A handful of top Federal Trade Commission officials have sided with Tesla over whether the car company should be able to sell its vehicles directly to consumers.
Three officials announced Thursday that they oppose laws in states such as Arizona, Maryland, New Jersey, Texas, and Virginia that ban carmakers from bypassing auto dealers and selling straight to customers.
"Many state and local regulators have eliminated the direct purchasing option for consumers, by taking steps to protect existing middlemen from new competition," Andy Gavil, Debbie Feinstein, and Marty Gaynor wrote in a statement. "We believe this is bad policy for a number of reasons."
Such a move is unusual for FTC officials, the three employees said that these views are their own and not necessarily those of any FTC commissioners.
The beneficial reasons the officials give for allowing direct car sales include bringing new technologies to the market, stopping "protectionist" state laws, and increasing competition. They also say that with the advent of the Internet, the way people shop is different, therefore people should be able to buy cars in new ways too.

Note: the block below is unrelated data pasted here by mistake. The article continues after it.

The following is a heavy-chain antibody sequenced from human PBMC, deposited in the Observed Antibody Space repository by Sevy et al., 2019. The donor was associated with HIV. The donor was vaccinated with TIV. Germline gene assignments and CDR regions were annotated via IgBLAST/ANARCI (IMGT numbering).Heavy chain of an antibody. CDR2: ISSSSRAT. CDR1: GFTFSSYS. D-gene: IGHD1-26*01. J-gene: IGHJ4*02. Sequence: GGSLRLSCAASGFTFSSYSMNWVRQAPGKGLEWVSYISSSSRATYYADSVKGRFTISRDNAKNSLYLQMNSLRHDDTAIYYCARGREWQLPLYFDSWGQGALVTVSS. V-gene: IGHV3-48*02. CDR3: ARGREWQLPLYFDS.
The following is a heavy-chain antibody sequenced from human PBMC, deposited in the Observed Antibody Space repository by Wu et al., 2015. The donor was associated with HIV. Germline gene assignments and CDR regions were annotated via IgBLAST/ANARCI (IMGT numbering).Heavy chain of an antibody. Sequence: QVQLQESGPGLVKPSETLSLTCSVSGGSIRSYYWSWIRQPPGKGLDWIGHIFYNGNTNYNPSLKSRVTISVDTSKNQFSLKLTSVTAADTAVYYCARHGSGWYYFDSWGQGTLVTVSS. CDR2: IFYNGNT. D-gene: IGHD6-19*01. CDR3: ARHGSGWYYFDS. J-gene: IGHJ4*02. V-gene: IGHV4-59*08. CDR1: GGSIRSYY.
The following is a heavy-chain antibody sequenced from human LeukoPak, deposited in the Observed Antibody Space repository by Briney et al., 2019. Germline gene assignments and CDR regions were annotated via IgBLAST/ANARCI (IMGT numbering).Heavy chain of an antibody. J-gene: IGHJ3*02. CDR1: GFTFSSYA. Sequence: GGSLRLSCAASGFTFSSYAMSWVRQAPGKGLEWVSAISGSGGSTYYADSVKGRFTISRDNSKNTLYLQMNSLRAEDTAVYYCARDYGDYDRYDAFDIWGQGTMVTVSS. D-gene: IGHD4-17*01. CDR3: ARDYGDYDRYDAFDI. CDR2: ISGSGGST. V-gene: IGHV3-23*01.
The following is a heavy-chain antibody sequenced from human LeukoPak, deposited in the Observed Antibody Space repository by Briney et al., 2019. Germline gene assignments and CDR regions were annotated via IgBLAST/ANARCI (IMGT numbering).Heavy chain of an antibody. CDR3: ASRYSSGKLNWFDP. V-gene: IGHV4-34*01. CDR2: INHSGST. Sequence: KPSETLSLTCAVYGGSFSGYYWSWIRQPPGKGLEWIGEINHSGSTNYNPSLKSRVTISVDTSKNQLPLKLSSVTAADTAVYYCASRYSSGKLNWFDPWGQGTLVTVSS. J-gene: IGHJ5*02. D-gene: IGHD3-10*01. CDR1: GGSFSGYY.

Over the past few months, Tesla has come up against new regulations in various states that ban the company from selling its Model S all-electric luxury sedan in their territory. In New Jersey, the ban went into effect on April 1. Despite not being able to sell its cars in New Jersey, Tesla still maintains a service center there for its Model S drivers.
"Regulators should differentiate between regulations that truly protect consumers and those that protect the regulated," the officials wrote. "We hope lawmakers will recognize efforts by auto dealers and others to bar new sources of competition for what they are -- expressions of a lack of confidence in the competitive process that can only make consumers worse off."
Tesla has applauded the position of the three FTC officials. A company spokesperson told CNET that the bans on direct-to-consumer sales aren't good for the industry.
"We agree wholeheartedly with the FTC's conclusion that restricting Tesla's direct sales model is 'bad policy,'" the spokesperson said.
Updated April 25 at 8:50 a.m. PT with comment from Tesla spokesperson.